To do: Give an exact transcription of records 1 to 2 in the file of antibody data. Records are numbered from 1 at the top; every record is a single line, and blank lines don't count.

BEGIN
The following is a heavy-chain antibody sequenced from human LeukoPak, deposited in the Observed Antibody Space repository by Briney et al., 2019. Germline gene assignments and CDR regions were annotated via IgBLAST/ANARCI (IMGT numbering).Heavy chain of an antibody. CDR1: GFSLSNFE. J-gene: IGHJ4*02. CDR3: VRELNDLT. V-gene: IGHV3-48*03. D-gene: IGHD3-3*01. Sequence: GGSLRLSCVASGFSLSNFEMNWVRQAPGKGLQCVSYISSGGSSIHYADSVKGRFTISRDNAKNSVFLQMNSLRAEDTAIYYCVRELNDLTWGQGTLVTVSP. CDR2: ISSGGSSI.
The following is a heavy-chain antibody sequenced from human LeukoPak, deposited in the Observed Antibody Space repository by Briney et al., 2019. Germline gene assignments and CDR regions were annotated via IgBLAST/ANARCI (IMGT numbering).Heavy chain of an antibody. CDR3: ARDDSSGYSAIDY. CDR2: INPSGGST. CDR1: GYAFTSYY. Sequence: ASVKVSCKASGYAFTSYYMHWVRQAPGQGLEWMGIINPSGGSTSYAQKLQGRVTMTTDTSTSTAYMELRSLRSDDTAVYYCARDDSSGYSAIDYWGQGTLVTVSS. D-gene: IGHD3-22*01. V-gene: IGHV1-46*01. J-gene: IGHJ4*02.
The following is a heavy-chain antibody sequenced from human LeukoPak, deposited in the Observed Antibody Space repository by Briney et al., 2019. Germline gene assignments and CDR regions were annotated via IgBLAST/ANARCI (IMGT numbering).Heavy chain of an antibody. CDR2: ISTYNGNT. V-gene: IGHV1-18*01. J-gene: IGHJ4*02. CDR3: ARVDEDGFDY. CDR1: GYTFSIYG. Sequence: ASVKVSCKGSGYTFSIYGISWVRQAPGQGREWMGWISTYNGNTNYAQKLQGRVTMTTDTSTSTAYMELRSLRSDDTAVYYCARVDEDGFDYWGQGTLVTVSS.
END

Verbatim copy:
The following is a heavy-chain antibody sequenced from human LeukoPak, deposited in the Observed Antibody Space repository by Briney et al., 2019. Germline gene assignments and CDR regions were annotated via IgBLAST/ANARCI (IMGT numbering).Heavy chain of an antibody. CDR1: GFSLSNFE. J-gene: IGHJ4*02. CDR3: VRELNDLT. V-gene: IGHV3-48*03. D-gene: IGHD3-3*01. Sequence: GGSLRLSCVASGFSLSNFEMNWVRQAPGKGLQCVSYISSGGSSIHYADSVKGRFTISRDNAKNSVFLQMNSLRAEDTAIYYCVRELNDLTWGQGTLVTVSP. CDR2: ISSGGSSI.
The following is a heavy-chain antibody sequenced from human LeukoPak, deposited in the Observed Antibody Space repository by Briney et al., 2019. Germline gene assignments and CDR regions were annotated via IgBLAST/ANARCI (IMGT numbering).Heavy chain of an antibody. CDR3: ARDDSSGYSAIDY. CDR2: INPSGGST. CDR1: GYAFTSYY. Sequence: ASVKVSCKASGYAFTSYYMHWVRQAPGQGLEWMGIINPSGGSTSYAQKLQGRVTMTTDTSTSTAYMELRSLRSDDTAVYYCARDDSSGYSAIDYWGQGTLVTVSS. D-gene: IGHD3-22*01. V-gene: IGHV1-46*01. J-gene: IGHJ4*02.